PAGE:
Late in 2021, on the 156th anniversary of ratification of the 13th Amendment of Dec. 6, 1865, U.S. Sen. Jeff Merkley, an Oregon Democrat, introduced a bill to eliminate the exception. Known as the Abolition Amendment, the resolution would “prohibit the use of slavery and involuntary servitude as a punishment for a crime.”
“America was founded on beautiful principles of equality and justice and horrific realities of slavery and white supremacy,” Merkley said in a statement, “and if we are ever going to fully deliver on the principles, we have to directly confront the realities.”
Based on our research, those realities are steeped in the mythology that America is a “land of the free.” While many believe it is the freest country in the world, the nation ranks 23rd among countries that uphold personal, civil and economic freedoms, according the Human Freedom Index, co-published by the Cato Institute in Washington, D.C.
For U.S. analysts who examine the nation’s constitutional pledges and its actions, the country is less free than often assumed.
Over time, those realities demonstrate a conflict in U.S. history, illustrated by the 13th Amendment. Some states approved the amendment in 1865. Others, like Delaware, Mississippi and New Jersey, rejected it. Free labor was at stake. America embraced the idea of freedom, but it was economically powered by slave labor. Today, the net result is that America is a nation with “4 percent of the planet’s population but 22 percent of its imprisoned,” according to Bryan Stevenson writing in The New York Times Magazine.
Some readers might be puzzled by our discussion of “slavery” in modern life. The Slavery Convention was an international treaty created in 1926, and it defined slavery as “the status or condition of a person over whom any or all of the powers attaching to the right of ownership is exercised.” The “right of ownership” includes buying, selling, using, profiting, transferring or destroying that person. This legal definition of slavery has been upheld by international courts since 1926.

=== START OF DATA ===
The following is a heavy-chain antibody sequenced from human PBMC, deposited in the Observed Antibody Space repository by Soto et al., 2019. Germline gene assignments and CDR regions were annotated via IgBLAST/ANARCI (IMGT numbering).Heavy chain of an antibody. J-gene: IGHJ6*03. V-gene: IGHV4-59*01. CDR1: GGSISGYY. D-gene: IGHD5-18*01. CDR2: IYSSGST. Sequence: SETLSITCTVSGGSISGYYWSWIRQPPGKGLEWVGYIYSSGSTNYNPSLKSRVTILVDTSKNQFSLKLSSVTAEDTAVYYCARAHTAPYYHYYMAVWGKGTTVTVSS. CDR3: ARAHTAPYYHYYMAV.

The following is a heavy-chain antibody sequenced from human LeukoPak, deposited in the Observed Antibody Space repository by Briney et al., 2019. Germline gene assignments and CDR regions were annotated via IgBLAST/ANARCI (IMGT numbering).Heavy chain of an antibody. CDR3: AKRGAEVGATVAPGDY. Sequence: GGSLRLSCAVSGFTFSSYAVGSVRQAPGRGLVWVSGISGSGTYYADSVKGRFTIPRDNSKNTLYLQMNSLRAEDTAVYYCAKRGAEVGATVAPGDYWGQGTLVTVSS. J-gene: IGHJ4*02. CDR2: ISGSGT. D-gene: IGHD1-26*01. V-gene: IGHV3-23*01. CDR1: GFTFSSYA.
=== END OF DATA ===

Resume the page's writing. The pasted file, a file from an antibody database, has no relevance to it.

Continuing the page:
The U.S. government ratified this treaty in 1929. But in doing so it opposed “forced or compulsory labour except as punishment for crime of which the person concerned has been duly convicted,” according to the treaty. The wording of the U.S. government’s opposition is the same as the 13th Amendment. Sixty-four years after passing that amendment, the U.S. government affirmed the use of prisons for forced labor or convict slavery.
It is, then, unlikely the Abolition Amendment will become law despite the authority to do so granted by the second section of the 13th Amendment. A constitutional amendment would have to pass both the House and Senate by a two-thirds majority, then be ratified by three-quarters (or 38) of the 50 state legislatures.
Interest by lawmakers in abolishing modern-day slavery is nothing new.
Back in 2015, President Barack Obama issued a proclamation to commemorate the 150th anniversary of the 13th Amendment’s passage. He praised the amendment for “the protections it restored and the lives it liberated,” but then conceded work still needed to be done to fully abolish all forms of slavery.
The interest in the 13th Amendment has also been widespread throughout popular culture. Films, books, activists and prisoners across the United States have for some time linked that amendment to what legal scholar Andrea Armstrong calls “prison-created slavery.”
But given the political realities and economic imperatives at play, free prison labor will persist in America for the foreseeable future, leaving in serious doubt the idea of American freedom – and abundant evidence of modern-day convict slavery.
Kwasi Konadu, Professor in Africana & Latin American Studies, Colgate University and Clifford C. Campbell, Visiting Lecturer, Dartmouth College
This article is republished from The Conversation under a Creative Commons license. Read the original article.